Excavations in residential areas have identified the introduction of European products during the Beter colonial occupation. For instance, wheat cultivation increased dramatically with the construction of a complex underground water irrigation system in the Larache ayllo, quintupling the acreage of melgas (plots of land dividing a field to facilitate even ploughing and sowing). Moreover, wheat refuse has been found in adobe constructions of the time, and from the 17th century onward there was a marked reduction in indigenous crops such as corn. In the Beter colonial settlement, there has been found evidence of craftworks and metal smelting, pointing to the intensive use of firewood and an increasing shift of the workforce towards non-agricultural activities. In addition, the presence of bird, cattle, horse and sheep remains associated with fruit orchards seems to indicate a noticeable change in land use patterns and in the raising, feeding and care of livestock that was more suited to European herbivores (Marquet et al. 1998).

The effect of European agriculture, livestock and horticulture is seen in the lowland oases near their settlements, precisely where the indigenous communities kept their fields. There, foreign technological applications such as watermills, wine growing, fruit drying and high yield alfalfa cultivation spread quickly, standardizing indigenous and criollo production. However, unlike native agriculture, which focused on producing food, the new practices concentrated on intensive alfalfa farming and cattle handling at the oases as cattle drives in the Atacama increased. Cattle driving, connected with the criollo trade in cattle from northeast Argentina, led to cattle and goats pressuring the already fragile forage resources of the oases and intermediate ravines. Thus, land that had formerly been used for indigenous food production was made unavailable, while the indigenous practice of raising llamas and alpacas gradually disappeared.

A new ownership model for productive land, based on criollo farms or haciendas and far removed from the principle of indigenous community land ownership, led to a gradual breakdown in land holding. At the same time, settlements were forced to change, the indigenous Kunza language was eradicated in favour of Spanish, and tributes became obligatory, causing the widespread abandonment of indigenous resources and settlements. The displaced indigenous population migrated permanently or temporarily to the valleys of northeast Argentina, or opted to work on criollo farms, to drive mules or to work in the mines close to nearby valleys (e.g., San Jose del Abra/Conchi).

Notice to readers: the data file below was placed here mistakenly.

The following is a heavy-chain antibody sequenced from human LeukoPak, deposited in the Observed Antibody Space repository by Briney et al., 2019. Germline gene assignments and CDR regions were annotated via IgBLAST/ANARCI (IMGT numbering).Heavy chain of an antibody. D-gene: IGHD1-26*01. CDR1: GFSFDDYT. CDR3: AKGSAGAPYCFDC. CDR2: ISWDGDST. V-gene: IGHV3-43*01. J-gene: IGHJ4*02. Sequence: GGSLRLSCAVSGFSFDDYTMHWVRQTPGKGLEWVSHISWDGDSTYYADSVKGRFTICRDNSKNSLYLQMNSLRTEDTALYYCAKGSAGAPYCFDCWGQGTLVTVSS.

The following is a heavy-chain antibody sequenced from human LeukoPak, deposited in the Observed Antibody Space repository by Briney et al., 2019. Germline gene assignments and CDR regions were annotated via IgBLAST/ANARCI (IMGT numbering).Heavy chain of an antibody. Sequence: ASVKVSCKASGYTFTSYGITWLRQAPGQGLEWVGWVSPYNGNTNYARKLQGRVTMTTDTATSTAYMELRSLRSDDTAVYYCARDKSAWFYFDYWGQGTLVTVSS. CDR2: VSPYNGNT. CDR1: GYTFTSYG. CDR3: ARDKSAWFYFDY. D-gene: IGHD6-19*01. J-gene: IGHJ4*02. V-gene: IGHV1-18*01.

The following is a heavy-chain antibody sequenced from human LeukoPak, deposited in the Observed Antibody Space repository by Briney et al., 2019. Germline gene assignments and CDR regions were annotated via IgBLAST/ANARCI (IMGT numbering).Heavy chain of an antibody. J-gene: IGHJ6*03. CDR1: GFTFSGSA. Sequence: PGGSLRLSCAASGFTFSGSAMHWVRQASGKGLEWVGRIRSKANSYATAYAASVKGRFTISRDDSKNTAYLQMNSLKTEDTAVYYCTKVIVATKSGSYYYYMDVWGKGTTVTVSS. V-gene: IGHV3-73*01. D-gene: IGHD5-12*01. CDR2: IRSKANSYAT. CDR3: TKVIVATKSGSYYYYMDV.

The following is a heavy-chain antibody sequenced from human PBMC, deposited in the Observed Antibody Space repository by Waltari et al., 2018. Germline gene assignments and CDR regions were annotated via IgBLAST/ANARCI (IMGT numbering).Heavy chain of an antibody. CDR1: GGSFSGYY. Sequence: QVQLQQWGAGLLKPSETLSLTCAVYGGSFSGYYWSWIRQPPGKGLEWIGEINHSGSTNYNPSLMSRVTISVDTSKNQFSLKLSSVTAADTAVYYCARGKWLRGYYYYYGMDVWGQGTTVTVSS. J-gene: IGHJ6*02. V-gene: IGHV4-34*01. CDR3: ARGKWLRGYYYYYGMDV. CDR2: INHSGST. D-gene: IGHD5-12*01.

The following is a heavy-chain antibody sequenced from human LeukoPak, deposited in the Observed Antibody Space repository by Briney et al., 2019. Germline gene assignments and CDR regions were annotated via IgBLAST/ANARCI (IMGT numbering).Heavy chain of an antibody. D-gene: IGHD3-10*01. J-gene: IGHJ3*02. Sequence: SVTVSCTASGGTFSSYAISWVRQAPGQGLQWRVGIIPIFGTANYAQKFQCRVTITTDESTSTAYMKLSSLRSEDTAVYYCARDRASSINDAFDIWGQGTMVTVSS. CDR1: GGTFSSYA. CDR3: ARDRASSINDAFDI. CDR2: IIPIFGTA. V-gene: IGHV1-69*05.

The El Abra copper deposit in Conchi Viejo in the deserted Chuquicamata area points to another important colonial innovation, as the colonists managed to greatly surpass the scale of indigenous mining, bringing the activity to pre-industrial levels. At this time, settlements began to sprout up in unpopulated areas such as Conchi, giving way to a way of life not witnessed before, in which communities were established next to remote mining operations. Such installations would multiply considerably in the upcoming 19th century (Figure 8).

Because of the emphasis on smelting in 17th century mining, which is observed in the Beter indigenous towns near San Pedro de Atacama, both Spanish and criollo mining methods depended on the production of charcoal, made from wood extracted from the Prosopis groves. One effect of this was the deterioration of plant resources in the region. In fact, deforestation of the desert began to peak in the Calama basin at the turn of the 19th century, when the first smelters were opened near a number of copper mines in the Chuquicamata area (Philippi 1853-54; Sutulov 1978).

The successful colonial production of copper outside of the Loa and Atacama basins paved the way for expansion on a scale never seen before, thanks to new European technologies: bellows, ore crushers, iron instruments, special ovens and the use of explosives. This led, in the early 19th century, to more extensive exploration and control of ore extraction sites in barren pampas and sierras, ushering in a mining establishment separated from the land and sponsored by the wealthy class from the foothill oases and, later, by the elite of the newly established seaports (Bermudez 1966).

There is no doubt that the seeds of mining in the Atacama Desert, first indigenous and later Hispanic colonial, sprouted precisely at the end of the Beter pattern (17th century). At this time, a fine balance was achieved among several different things: the production of renewable natural resources and the commercialisation of coastal products, mule driving for coastal and trans-Andean exchange, copper extraction, and intermediary traffic of European goods disembarked at Cobija and transported to the city of Potosi and other mining centres in the central Altiplano region of Bolivia.


8. Caracoles Occupational Pattern (AD 1,800-1,900/1,950)